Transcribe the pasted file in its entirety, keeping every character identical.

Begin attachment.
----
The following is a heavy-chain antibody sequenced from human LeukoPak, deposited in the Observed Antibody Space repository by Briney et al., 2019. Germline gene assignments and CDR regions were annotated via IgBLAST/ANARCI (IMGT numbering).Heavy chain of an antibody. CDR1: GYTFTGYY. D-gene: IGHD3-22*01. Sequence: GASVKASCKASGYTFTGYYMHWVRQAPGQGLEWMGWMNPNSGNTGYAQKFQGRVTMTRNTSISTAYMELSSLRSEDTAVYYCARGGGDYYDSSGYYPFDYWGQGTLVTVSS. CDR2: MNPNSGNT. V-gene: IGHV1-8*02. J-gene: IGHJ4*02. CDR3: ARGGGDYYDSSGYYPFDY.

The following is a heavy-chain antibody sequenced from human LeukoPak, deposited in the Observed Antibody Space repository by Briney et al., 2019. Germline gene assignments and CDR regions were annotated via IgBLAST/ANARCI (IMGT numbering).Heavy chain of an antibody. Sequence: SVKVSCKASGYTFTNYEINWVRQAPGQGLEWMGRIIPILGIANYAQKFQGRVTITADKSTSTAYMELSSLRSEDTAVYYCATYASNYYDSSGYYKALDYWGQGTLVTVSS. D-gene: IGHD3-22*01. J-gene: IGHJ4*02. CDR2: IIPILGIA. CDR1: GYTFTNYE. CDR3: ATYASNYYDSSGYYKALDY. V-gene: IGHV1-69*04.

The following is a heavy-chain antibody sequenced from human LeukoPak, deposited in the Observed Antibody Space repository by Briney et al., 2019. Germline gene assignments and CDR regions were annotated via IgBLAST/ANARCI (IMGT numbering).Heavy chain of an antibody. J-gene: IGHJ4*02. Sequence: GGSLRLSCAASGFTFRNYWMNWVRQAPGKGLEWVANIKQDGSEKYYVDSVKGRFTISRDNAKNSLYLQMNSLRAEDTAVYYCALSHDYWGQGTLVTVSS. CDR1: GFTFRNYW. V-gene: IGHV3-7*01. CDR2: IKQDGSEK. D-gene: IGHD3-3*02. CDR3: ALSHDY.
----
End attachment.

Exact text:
The following is a heavy-chain antibody sequenced from human LeukoPak, deposited in the Observed Antibody Space repository by Briney et al., 2019. Germline gene assignments and CDR regions were annotated via IgBLAST/ANARCI (IMGT numbering).Heavy chain of an antibody. CDR1: GYTFTGYY. D-gene: IGHD3-22*01. Sequence: GASVKASCKASGYTFTGYYMHWVRQAPGQGLEWMGWMNPNSGNTGYAQKFQGRVTMTRNTSISTAYMELSSLRSEDTAVYYCARGGGDYYDSSGYYPFDYWGQGTLVTVSS. CDR2: MNPNSGNT. V-gene: IGHV1-8*02. J-gene: IGHJ4*02. CDR3: ARGGGDYYDSSGYYPFDY.

The following is a heavy-chain antibody sequenced from human LeukoPak, deposited in the Observed Antibody Space repository by Briney et al., 2019. Germline gene assignments and CDR regions were annotated via IgBLAST/ANARCI (IMGT numbering).Heavy chain of an antibody. Sequence: SVKVSCKASGYTFTNYEINWVRQAPGQGLEWMGRIIPILGIANYAQKFQGRVTITADKSTSTAYMELSSLRSEDTAVYYCATYASNYYDSSGYYKALDYWGQGTLVTVSS. D-gene: IGHD3-22*01. J-gene: IGHJ4*02. CDR2: IIPILGIA. CDR1: GYTFTNYE. CDR3: ATYASNYYDSSGYYKALDY. V-gene: IGHV1-69*04.

The following is a heavy-chain antibody sequenced from human LeukoPak, deposited in the Observed Antibody Space repository by Briney et al., 2019. Germline gene assignments and CDR regions were annotated via IgBLAST/ANARCI (IMGT numbering).Heavy chain of an antibody. J-gene: IGHJ4*02. Sequence: GGSLRLSCAASGFTFRNYWMNWVRQAPGKGLEWVANIKQDGSEKYYVDSVKGRFTISRDNAKNSLYLQMNSLRAEDTAVYYCALSHDYWGQGTLVTVSS. CDR1: GFTFRNYW. V-gene: IGHV3-7*01. CDR2: IKQDGSEK. D-gene: IGHD3-3*02. CDR3: ALSHDY.